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Hooch, a largely American colloquialism for ‘cheap fiery alcoholic spirits’, originated among the ethnic peoples of Alaska. A small tribe that lived on Admiralty island called itself Hutsnuwu, ‘grizzly bear foot’ (a name variously transcribed by Europeans as Hootzenoo, Kootznahoo, Hoochinoo, etc.). It seems that they distilled their own brand of liquor, which American trappers and traders got to know as hoochinoo, or hooch for short (‘Whenever whisky runs short the Yukoner falls back upon a villainous decoction known as “hootchinoo” or “hootch”,’ c.1898, quoted in Pierre Berton, Centennial Food Guide, 1966). Hence, by the early twentieth century, any old improvised spirits that came to hand were known as hooch.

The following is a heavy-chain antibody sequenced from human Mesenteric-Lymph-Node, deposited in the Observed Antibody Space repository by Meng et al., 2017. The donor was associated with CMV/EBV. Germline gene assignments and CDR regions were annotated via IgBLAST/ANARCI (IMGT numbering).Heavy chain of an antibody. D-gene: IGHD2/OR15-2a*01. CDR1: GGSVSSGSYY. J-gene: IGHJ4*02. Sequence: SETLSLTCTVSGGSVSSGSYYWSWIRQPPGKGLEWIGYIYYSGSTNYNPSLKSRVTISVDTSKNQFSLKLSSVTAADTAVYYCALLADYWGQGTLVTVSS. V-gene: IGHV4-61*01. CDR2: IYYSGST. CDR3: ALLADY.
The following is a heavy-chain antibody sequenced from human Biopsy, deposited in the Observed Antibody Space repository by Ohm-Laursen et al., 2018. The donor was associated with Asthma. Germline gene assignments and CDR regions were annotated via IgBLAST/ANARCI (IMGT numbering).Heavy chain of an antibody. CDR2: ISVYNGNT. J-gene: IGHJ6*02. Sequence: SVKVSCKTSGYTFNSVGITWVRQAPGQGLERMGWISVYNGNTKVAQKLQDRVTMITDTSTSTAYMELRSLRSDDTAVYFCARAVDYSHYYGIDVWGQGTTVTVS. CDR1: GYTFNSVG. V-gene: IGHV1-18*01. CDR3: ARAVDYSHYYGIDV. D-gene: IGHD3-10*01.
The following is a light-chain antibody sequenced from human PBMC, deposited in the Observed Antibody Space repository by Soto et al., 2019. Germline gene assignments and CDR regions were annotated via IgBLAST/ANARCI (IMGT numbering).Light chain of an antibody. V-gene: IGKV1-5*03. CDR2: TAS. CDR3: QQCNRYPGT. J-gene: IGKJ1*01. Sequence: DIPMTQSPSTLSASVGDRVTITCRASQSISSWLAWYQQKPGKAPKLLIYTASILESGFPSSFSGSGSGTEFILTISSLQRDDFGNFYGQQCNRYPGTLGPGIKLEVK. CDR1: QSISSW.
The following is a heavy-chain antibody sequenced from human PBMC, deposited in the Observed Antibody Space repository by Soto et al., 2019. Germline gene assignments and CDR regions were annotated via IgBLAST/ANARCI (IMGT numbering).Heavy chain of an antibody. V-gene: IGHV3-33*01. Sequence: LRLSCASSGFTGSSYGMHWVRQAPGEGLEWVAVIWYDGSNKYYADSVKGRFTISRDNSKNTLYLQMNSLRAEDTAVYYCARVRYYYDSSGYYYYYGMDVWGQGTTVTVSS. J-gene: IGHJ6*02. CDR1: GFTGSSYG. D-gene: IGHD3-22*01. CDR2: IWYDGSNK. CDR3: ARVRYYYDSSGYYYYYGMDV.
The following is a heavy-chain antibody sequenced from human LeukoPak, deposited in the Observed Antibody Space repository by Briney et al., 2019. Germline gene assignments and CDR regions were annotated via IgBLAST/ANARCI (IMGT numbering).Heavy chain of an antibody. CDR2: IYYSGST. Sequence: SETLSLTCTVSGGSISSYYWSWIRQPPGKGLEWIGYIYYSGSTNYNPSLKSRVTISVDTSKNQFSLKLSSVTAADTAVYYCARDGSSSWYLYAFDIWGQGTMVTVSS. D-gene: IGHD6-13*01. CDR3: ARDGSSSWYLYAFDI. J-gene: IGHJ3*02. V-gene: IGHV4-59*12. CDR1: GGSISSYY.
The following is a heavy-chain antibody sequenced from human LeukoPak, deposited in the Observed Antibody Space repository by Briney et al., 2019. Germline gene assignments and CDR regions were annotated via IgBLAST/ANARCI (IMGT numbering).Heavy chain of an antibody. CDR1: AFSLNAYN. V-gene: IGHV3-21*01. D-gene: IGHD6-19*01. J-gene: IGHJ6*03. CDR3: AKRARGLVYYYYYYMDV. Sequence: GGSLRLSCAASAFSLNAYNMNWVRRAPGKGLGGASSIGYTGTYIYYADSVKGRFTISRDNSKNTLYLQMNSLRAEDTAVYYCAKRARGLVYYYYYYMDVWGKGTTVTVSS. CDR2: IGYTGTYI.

Subjects: Cookery, Food, and Drink.

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